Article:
Convergence between Wi-Fi and 5G access technologies is critical for enabling new breed of services, applications and experiences such as Industry 4.0, AR/VR, Connected Cities and Edge Computing.
The report, expanding on the WBA and NGMN RAN convergence whitepaper from 2019 which articulated the benefits and use-cases of Wi-Fi 6 and 5G convergence, provides a breakdown of the current standards and key business opportunities for operators.
Businesses and operators stand to gain a great deal from the seamless integration of Wi-Fi and cellular access in the 5G networks, including:
- Public & Enterprise Wi-Fi: Increases deployment possibilities and scenarios for operators and access providers, allowing them to deliver a more seamless user experience and maintain better visibility and overall control of the networks.
- Industry 4.0: The potential use of both 5G NR and Wi-Fi access dramatically improves connectivity and traffic steering on the factory floor across both accesses, facilitating greater utility of artificial intelligence and machine learning.
- Smart City: 5G NR and Wi-Fi access can interoperate to create uninterrupted connections, and traffic to data-hungry edge applications can be more easily managed.
- At home: The availability of both accesses allows a mix of traffic options in residential applications to boost connectivity and provide a more well-rounded end-user experience.
- Wi-Fi only devices: Convergence enables the availability and reach of 5G services and applications to more devices in many more locations with the support for Wi-Fi only devices.
“The convergence of Wi-Fi 6 & 6E and 5G is a win-win scenario for end-users, cellular and Wi-Fi players,” said WBA CEO, Tiago Rodrigues. “The continued development of 5G and Wi-Fi 6 & 6E networks presents almost limitless potential for industry 4.0, residential connectivity, connected smart cities and more, but convergence is critical for all parties if we are to truly capitalize on the potential this technology has to offer. This paper provides a path forward for regulators and industry bodies that stands to benefit all, giving stakeholders the ability to cost-effectively improve performance while also retaining control and maximizing their return on investment.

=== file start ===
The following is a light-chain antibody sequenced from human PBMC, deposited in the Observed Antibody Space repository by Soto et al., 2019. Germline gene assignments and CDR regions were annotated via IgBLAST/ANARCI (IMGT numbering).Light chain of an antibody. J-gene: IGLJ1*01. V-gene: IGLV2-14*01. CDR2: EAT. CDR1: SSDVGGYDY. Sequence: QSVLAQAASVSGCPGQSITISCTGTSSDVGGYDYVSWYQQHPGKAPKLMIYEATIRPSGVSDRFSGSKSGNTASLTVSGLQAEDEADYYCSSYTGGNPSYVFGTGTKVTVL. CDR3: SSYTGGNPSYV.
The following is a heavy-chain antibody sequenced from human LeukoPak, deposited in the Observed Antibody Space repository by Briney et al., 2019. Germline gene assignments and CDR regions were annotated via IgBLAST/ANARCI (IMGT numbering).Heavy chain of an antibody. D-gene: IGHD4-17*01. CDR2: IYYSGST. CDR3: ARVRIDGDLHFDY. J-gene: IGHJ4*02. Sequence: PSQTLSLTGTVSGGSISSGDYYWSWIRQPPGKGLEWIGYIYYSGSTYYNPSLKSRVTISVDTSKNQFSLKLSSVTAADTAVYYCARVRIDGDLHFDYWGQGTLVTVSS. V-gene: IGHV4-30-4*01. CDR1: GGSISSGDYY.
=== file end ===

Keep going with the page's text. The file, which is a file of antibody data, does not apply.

Critical action areas
The report, led by Broadcom, Cisco, Intel and Orange, investigates technologies which enable end-user 5G services over Wi-Fi access. It highlights several critical action areas for industry bodies and operators related to supporting trusted WLAN integration with the 5G core and enabling QoS differentiation for 5G flows over WLAN access. The specific enhancements and suggested actions for the industry are broken down into five distinctive key areas:
- 5G and Wi-Fi convergence architecture
- Multi-access functionality for Access Traffic Steering, Switching and Splitting (ATSSS)
- End-to-end QoS (Quality-of-Service)
- Policy Interworking and enhancements across 5G and Wi-Fi
- Support for Wi-Fi only devices
Potential convergence architecture enhancements include a tighter coupling between Wi-Fi access and the 5G gateway functions for trusted WLAN. It highlights interworking requirements between 3GPP-defined Access Traffic Steering, Switching and Splitting (ATSSS) multi-access functionality, and existing solutions adopted on device platforms.
To enable end-to-end QoS, the paper emphasizes the importance of providing QoS differentiation within WLAN for 5G flows and analyses the issues associated with mapping 5G QoS to Wi-Fi QoS. Policy interworking aspects across 5G system and Wi-Fi access are examined alongside the considerations for enabling an operator to provide differentiated 5G service using both cellular and Wi-Fi access as part of a converged service bundle.
The paper further explores how to support Wi-Fi-only devices without SIM capability in the 5G system. It highlights the need to define non-SIM-credential based authentication methods over WLAN access for private 5G networks.
Addressing the proposed enhancements and challenges may further improve the integration of Wi-Fi access in a 5G system allowing seamless and interoperable 5G services to end-users across a wide array of use-cases and verticals. The report highlights the standard bodies where this work may be further addressed.